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Bad Actors Increase Focus on Cloud Services, Encryption

Malware sophistication is increasing as adversaries begin to weaponize cloud services and evade detection through encryption, which is being used as a tool to conceal command-and-control activity.

That’s according to the Cisco 2018 Annual Cybersecurity Report (ACR). It also found that while encryption is meant to enhance security, the expanded volume of encrypted web traffic (50% as of October 2017) – both legitimate and malicious – has created more challenges for defenders trying to identify and monitor potential threats. Cisco threat researchers observed more than a threefold increase in encrypted network communication used by inspected malware samples over a 12-month period.

“Last year’s evolution of malware demonstrates that our adversaries continue to learn,” said John Stewart, senior vice president and chief security and trust officer at Cisco. “We have to raise the bar now – top-down leadership, business-led technology investments and practice effective security – there is too much risk, and it is up to us to reduce it.”

The defense side isn’t sitting still, either. To reduce the time that adversaries have to operate, security professionals said they are increasingly leveraging and spending more on tools that use AI and machine learning. Applying machine learning can help enhance network security defenses and, over time, “learn” how to automatically detect unusual patterns in encrypted web traffic, cloud and IoT environments.

However, some of the 3,600 CISOs interviewed for the report said they were reliant and eager to add tools like machine learning and AI but were frustrated by the number of false positives such systems generate.

Security professionals also said that they see value in behavioral analytics tools in locating malicious actors in networks. A full 92% of security professionals said behavioral analytics tools work well. Two-thirds of the healthcare sector, followed by financial services, found behavior analytics to work extremely well to identify malicious actors.

The report noted that defenders are implementing a complex mix of products from a cross-section of vendors to protect against breaches. This complexity and growth in breaches has many downstream effects on an organization’s ability to defend against attacks, such as increased risk of losses. In 2017, 25% of security professionals said they used products from 11 to 20 vendors, compared with 18% of security professionals in 2016. Security professionals also said 32% of breaches affected more than half of their systems, compared with 15% in 2016.

Meanwhile, the financial cost of attacks is no longer a hypothetical number: More than half of all attacks resulted in financial damages of more than half a million dollars, including, but not limited to, lost revenue, customers, opportunities and out-of-pocket costs.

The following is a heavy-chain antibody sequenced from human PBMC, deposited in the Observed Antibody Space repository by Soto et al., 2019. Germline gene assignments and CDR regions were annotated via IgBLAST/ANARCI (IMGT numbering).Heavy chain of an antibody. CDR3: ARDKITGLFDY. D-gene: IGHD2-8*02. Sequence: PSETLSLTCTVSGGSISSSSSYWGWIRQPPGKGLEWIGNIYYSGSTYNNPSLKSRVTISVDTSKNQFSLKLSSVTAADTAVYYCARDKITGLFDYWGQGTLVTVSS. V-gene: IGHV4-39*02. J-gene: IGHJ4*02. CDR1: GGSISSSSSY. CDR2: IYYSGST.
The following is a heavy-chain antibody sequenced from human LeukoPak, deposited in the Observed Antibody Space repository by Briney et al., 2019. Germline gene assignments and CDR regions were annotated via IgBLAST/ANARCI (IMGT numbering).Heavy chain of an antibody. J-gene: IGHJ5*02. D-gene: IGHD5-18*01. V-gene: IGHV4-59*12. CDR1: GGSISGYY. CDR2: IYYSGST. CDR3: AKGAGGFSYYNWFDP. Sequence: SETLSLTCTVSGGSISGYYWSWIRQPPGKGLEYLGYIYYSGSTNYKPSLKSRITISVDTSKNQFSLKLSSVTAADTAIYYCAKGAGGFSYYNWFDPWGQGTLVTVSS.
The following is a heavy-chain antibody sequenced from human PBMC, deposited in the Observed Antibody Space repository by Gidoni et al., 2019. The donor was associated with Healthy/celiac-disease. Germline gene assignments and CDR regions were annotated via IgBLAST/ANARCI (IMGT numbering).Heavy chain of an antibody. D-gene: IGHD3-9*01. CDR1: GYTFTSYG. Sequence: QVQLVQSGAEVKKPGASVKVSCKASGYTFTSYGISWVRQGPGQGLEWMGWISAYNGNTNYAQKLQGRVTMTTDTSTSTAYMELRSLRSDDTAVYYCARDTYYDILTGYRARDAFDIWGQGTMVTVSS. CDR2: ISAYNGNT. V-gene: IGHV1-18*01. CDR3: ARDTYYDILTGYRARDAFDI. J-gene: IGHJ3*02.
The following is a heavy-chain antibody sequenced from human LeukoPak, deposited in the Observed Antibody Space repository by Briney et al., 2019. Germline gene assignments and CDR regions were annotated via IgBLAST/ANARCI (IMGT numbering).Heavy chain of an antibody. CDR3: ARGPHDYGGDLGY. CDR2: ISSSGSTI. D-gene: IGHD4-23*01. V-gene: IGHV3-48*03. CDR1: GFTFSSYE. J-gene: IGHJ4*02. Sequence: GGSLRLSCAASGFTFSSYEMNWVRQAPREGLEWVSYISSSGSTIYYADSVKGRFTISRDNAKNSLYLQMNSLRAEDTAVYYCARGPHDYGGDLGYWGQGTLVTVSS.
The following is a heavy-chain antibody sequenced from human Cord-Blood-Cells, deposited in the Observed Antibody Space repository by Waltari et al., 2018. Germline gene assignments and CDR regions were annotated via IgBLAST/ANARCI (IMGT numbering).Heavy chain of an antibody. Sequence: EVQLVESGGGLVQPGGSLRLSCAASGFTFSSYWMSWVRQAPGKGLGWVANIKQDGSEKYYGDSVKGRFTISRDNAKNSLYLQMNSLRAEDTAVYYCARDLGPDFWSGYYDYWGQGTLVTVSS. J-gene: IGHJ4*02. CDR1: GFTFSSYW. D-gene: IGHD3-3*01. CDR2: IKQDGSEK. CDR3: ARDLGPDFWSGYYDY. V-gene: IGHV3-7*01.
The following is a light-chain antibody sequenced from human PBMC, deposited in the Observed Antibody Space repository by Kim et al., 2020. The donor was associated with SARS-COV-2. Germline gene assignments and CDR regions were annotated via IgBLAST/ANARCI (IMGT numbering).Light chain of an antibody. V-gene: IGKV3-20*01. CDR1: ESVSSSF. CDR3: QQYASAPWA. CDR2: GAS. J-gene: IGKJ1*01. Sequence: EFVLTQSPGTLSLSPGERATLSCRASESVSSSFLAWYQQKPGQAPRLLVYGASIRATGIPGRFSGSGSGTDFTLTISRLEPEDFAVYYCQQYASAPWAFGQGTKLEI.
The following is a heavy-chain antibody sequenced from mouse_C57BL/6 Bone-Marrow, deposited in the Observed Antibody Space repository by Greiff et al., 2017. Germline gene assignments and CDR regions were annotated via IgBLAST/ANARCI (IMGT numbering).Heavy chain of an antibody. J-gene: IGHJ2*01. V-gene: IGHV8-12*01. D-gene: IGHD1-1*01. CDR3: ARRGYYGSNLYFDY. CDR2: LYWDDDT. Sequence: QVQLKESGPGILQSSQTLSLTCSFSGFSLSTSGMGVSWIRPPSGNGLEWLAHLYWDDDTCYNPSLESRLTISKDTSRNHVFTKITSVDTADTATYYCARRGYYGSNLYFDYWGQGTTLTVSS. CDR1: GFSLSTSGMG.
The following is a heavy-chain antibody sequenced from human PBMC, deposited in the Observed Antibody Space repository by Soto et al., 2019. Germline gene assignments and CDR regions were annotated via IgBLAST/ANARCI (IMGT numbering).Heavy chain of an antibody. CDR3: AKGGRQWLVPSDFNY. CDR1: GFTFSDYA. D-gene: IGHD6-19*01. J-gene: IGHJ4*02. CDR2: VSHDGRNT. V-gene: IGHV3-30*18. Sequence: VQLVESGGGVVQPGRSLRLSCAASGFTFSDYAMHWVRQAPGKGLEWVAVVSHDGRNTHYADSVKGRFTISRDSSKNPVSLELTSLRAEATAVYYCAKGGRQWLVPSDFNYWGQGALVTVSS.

The use of cloud is growing too, and the report suggests that attackers are taking advantage of this. In this year’s study, 27% of security professionals said they are using off-premises private clouds, compared with 20% in 2016. Among them, 57% said they host networks in the cloud because of better data security, 48% because of scalability and 46% because of ease of use.

While cloud offers better data security, attackers are taking advantage of the fact that security teams are having difficulty defending evolving and expanding cloud environments. The combination of best practices, advanced security technologies like machine learning and first-line-of-defense tools like cloud security platforms can help protect this environment.

Erik Westhovens, enterprise architect at Insight, believes that its findings reveal the importance of both detection technology and employee education to organizations looking to combat the ever-evolving cybersecurity threat.

"What’s clear from Cisco’s latest research is that the cybersecurity environment is moving at an unprecedented speed, with malignant actors and defenders engaged in an arms race that would make Cold War strategists blush,” he said. “The past few months has seen the focus shift once again, from ransomware to malware, resulting in new requirements for defending against cyber-attacks…[and] the inventiveness of cyber-attackers means that the threat is always evolving.”

He added that while AI and machine learning are key to detecting novel methods quickly and finding ways to contain and neutralize them, “people should remain the first line of any cyber-defense strategy. Consider the modern flexible employee – accessing company information on the move and working with sensitive data every day, regardless of job function. Because malware frequently takes advantage of employee's ignorance, organizations need to focus their security strategy both on detection technology and on educating their workforce on how to avoid becoming an easy route in."

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